US business economists see modest growth in 2013

17 December 2012 18:23  [Source: ICIS news]

WASHINGTON (ICIS)—The US economy likely will expand at a moderate pace in 2013, a key survey of economists said on Monday, but growth will still be below normal and the unemployment rate probably will remain at or near the current 7.7%.

In its annual outlook, the National Association for Business Economics (NABE) said that the nation’s economy will accelerate steadily through 2013 and even reach a minimally normal GDP growth rate of 3% in the fourth quarter.

But for full-year 2013, the business economists are forecasting GDP growth of only 2.1%, a marginal decline from the expected full-year 2012 pace of 2.2%.

In normal economic times, the US economy would be expected to grow at 3.0-3.5% annually.

The modest economic expansion forecast for next year may well ride on continuing advances in the long-depressed US housing sector, which by all accounts finally began to recover this year.

The economists surveyed by NABE said they expect US housing starts will be around 930,000 units in 2013, a 20% improvement from the likely 2012 total of some 770,000 new homes built.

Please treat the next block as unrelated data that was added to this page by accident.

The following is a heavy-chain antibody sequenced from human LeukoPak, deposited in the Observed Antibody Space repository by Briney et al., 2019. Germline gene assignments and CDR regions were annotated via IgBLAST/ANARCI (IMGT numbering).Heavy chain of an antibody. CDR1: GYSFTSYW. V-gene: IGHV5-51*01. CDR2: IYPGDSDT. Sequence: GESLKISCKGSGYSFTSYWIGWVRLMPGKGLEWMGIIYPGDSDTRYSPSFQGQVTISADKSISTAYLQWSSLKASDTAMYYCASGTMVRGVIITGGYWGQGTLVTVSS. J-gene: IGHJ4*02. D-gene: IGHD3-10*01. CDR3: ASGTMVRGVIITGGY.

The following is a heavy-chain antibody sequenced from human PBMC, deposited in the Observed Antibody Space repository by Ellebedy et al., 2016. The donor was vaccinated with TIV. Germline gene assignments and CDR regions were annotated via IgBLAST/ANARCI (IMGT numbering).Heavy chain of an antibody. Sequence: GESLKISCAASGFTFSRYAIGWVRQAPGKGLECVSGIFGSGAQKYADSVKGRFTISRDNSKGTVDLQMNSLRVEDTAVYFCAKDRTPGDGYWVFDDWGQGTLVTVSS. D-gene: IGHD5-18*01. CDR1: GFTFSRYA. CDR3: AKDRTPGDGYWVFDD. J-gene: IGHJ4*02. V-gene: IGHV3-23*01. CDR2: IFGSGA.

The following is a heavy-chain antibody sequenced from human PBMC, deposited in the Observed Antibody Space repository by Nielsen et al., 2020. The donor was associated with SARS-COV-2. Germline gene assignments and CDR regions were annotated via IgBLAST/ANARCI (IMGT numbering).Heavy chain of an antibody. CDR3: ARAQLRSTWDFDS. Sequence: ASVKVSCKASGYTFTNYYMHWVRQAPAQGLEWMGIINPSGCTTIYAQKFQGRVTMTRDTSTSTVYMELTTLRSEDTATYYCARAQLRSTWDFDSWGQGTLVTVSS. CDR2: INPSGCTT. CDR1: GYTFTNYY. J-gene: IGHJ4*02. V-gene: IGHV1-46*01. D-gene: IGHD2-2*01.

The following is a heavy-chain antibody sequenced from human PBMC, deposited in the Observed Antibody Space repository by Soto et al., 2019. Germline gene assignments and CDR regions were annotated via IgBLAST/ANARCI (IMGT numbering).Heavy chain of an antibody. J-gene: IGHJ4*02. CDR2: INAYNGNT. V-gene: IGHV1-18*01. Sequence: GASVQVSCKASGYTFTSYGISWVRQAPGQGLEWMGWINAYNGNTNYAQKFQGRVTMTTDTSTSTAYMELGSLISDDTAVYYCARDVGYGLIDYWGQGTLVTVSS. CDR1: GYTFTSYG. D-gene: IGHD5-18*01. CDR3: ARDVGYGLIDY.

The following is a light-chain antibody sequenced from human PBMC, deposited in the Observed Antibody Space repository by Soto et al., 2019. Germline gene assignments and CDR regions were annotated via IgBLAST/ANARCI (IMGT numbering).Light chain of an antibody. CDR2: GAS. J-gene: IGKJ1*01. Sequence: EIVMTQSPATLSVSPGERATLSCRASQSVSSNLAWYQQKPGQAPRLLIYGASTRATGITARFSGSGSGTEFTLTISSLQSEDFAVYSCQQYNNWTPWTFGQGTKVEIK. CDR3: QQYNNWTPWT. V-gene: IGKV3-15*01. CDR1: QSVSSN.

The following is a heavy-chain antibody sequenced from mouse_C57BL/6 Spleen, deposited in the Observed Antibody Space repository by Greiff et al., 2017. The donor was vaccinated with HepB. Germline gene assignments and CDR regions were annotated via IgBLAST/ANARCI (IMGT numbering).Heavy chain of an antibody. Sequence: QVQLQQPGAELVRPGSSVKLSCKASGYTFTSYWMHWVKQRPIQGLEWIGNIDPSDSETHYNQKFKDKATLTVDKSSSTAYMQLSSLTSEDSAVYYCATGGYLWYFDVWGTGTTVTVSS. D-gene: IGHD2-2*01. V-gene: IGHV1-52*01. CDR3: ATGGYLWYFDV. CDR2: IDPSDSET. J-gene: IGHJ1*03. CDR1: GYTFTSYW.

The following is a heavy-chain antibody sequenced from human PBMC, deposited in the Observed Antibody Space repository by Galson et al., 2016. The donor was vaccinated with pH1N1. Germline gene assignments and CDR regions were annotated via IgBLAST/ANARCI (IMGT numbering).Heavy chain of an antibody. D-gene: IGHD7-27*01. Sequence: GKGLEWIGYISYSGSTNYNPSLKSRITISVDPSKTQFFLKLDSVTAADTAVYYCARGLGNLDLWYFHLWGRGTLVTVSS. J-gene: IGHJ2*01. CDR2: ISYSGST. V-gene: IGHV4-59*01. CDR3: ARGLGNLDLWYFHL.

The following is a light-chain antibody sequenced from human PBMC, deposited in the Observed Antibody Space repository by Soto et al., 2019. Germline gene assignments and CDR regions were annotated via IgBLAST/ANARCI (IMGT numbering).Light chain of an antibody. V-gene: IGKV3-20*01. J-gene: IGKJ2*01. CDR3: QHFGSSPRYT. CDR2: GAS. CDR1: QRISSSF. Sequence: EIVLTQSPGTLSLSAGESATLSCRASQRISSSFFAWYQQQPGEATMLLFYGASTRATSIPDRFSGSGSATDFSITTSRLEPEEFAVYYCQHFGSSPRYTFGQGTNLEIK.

That outlook for nearly 1m housing starts in 2013 seems even better against the actual 2011 new home construction total of 610,000, according to NABE.

An improving US housing sector, especially new home construction, is important to the nation’s chemicals manufacturers because home construction is a major downstream consuming industry for chemicals and plastics.

But other than the housing sector, the NABE economists do not see anything like robust growth in business.

The survey respondents “forecast little improvement in consumption growth, significantly reduced growth in investments in non-residential structures, equipment and software, and reduced growth in corporate profits and industrial production”.

In addition, almost half of the economists surveyed are worried that the European debt and currency crisis will worsen in the new year, with Spain, Italy and Ireland requiring bailout packages or additional EU subsidies.

And 20% of the economists said that Greece could leave the euro currency next year.

That outcome would likely trigger an even larger European-wide crisis and yet another new recession whose results would wash up on US shores by sharply reducing export sales to the EU.

On employment, NABE said it foresees little growth, with the full-year 2013 unemployment rate at 7.7%, which is the current ratio of US workers without jobs.

But, the economists noted, if the US jobless rate holds at 7.7% next year, that will be an improvement from the expected full-year 2012 unemployment pace of 8.1% and the 2011 rate of 9.1%.

Paul Hodges studies key influences shaping the chemical industry in Chemicals and the Economy


By: Joe Kamalick
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